A New Route on Meru, a V16 Downgrade, and Two (Very Different) Endurance Feats

This article originally appeared on Climbing

In an attempt to make space for the newsworthy ascents that occur with ever-increasing regularity, our weekly news series tries to celebrate a few outstanding climbs (or interesting events) that for one reason or another caught our attention. We hope you enjoy it. --The editors

A New Alpine-Style Route on Meru South, India

The ace trio of Roger Schaeli, Simon Gietl, and Matthieu Maynadier have established a beautiful new route on Meru South (21,850ft) in the Indian Garhwal Himalaya. They named their 2,620-foot line Goldfish (A1 M6+) as a playful nod to the nearby "Shark's Fin" feature of Meru Central, made famous by Conrad Anker, Jimmy Chin, and Renan Ozturk's first ascent and their subsequent award-winning film.

Schaeli, Gietl, and Maynadier left their base camp on May 11 and weaved a careful line through an avalanche-prone icefall to their first bivouac. Day two began at 3 a.m. and the trio slogged up steep snow and then technical mixed terrain late into the night, hoping to find a flat place to camp. "The plan worked and we were able to pitch our two-man tent on a spectacular mushroom just before midnight at the base of the last crux," Schaeli wrote on Instagram.

A brief and cold night inspired them to leave their tent early on May 13 and tackle the steepest part of their objective. Schaeli reported that, after one challenging mixed pitch, an unlikely ice tunnel presented itself as an easy passage, and "in three spectacular pitches, the route we chose led us over the ridge and, in icy winds, [650 feet] up a steep snow-ice slope to the top of the Meru's summit ridge."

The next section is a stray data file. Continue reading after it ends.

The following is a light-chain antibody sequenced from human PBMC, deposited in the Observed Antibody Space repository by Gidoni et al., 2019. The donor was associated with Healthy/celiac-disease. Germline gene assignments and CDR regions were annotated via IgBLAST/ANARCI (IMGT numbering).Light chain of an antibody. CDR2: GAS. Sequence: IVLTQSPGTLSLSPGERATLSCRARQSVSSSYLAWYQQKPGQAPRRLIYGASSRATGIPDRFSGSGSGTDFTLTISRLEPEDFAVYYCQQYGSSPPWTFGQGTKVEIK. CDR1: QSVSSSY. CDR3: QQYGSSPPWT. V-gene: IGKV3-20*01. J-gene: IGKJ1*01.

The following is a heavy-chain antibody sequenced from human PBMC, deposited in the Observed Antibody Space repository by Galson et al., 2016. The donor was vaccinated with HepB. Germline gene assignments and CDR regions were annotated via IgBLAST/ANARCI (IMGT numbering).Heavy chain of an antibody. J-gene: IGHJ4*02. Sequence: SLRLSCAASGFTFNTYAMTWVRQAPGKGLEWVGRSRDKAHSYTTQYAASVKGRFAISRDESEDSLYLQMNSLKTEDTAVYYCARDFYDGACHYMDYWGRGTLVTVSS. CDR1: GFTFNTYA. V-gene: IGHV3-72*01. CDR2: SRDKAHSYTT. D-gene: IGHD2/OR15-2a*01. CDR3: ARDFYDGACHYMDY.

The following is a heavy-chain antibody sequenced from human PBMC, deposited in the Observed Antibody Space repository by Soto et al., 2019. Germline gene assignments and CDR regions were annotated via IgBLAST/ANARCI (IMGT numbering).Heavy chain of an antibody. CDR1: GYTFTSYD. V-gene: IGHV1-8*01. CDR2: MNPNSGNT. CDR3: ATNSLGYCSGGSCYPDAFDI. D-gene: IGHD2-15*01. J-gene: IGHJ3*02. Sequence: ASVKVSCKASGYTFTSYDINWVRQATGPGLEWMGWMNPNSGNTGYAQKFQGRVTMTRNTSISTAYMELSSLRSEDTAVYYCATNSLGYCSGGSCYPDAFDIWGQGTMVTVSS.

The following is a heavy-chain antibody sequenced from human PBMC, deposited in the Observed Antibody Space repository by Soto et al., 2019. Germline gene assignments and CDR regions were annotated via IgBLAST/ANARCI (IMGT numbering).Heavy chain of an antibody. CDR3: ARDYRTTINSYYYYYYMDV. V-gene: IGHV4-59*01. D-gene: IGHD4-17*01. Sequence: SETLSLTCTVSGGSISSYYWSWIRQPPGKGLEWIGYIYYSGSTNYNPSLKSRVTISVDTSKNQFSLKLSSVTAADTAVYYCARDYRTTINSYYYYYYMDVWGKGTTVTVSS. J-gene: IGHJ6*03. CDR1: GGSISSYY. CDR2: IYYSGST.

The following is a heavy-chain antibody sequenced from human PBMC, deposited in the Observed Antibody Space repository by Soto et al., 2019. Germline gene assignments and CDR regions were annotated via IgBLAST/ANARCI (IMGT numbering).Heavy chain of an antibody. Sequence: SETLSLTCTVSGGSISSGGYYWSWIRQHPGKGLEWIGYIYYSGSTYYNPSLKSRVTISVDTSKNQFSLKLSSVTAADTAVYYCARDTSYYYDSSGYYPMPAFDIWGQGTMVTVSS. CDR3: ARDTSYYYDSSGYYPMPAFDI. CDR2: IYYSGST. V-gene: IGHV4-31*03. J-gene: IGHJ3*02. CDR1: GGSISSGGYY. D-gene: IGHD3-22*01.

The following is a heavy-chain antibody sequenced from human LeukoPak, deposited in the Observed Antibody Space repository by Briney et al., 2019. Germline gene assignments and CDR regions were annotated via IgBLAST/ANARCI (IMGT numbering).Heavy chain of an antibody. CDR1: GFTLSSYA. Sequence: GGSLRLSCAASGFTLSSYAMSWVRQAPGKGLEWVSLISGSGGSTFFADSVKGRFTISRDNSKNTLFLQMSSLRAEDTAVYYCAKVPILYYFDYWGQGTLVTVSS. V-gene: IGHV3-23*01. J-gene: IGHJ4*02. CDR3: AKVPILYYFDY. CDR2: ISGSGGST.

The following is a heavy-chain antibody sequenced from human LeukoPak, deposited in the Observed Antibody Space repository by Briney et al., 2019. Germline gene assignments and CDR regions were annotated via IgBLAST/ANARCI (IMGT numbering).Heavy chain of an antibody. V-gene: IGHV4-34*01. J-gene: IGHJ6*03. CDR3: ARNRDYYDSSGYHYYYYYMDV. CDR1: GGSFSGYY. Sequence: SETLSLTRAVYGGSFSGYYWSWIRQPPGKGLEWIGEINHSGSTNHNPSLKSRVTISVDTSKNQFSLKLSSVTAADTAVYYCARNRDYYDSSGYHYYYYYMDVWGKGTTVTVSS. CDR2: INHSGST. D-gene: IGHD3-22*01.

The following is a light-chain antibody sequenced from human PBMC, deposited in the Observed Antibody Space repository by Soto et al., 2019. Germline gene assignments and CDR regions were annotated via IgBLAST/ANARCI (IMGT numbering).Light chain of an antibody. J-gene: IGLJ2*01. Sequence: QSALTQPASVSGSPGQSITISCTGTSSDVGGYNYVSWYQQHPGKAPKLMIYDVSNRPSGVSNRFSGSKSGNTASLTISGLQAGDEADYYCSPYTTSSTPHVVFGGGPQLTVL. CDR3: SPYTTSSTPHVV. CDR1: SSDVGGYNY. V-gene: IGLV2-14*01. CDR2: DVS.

The team topped out at 9 a.m. to a spectacularly clear day, and returned to base camp by late afternoon: concluding a fast ascent done in excellent alpine style. --Anthony Walsh

Amity Warme Climbs Father Time (5.13b; 2,000ft)

Amity Warme just came off of a proud free ascent of Mikey Schaefer's Father Time (5.13b; 20 pitches) on Yosemite's Middle Cathedral. Warme reported on Instagram that she had gone ground-up on the route over four days, leading all of the pitches except for three 5.10s. Warme had climbed up to pitch 13 (the first crux) once before, but attempted the remaining seven pitches onsight.

Father Time is a stacked route--five 5.12s and three 5.13s--and notoriously tough. The third and featureless 5.13, which Schaefer described as "classic granite houdini climbing," famously shut down Jonathan Siegrist, who couldn't figure out many of the moves.

But what I find most compelling about Warme's ascent is her adherence to a strict ground-up style. Like Schaefer did while establishing Father Time over the course of 60 days (neglecting life, money, and professional opportunities in the process), Warme also opted to increase the adventure quota of her ascent. She wrote that the cruxes are well protected, but the final 5.12s held plenty of spice--especially while onsighting after four days on the wall. (Fair enough; after all, even Alex Honnold called pitch 18 kinda "real.") --AW

How Many V6s Can You Do in a Day?

My favorite piece of recent news comes from Fontainebleau where Hugo Parmentier and Sebastien Berthe just did--wait for it--100 boulders V6 and harder, in one day, linking them all together by foot or bike.

This "mega circuit" took them on a 43-mile voyage, "starting north of the forest in Rocher Canon and finishing south in Nemours," and was built around the idea that each boulder needed to be sent by both climbers before they could move to the next one.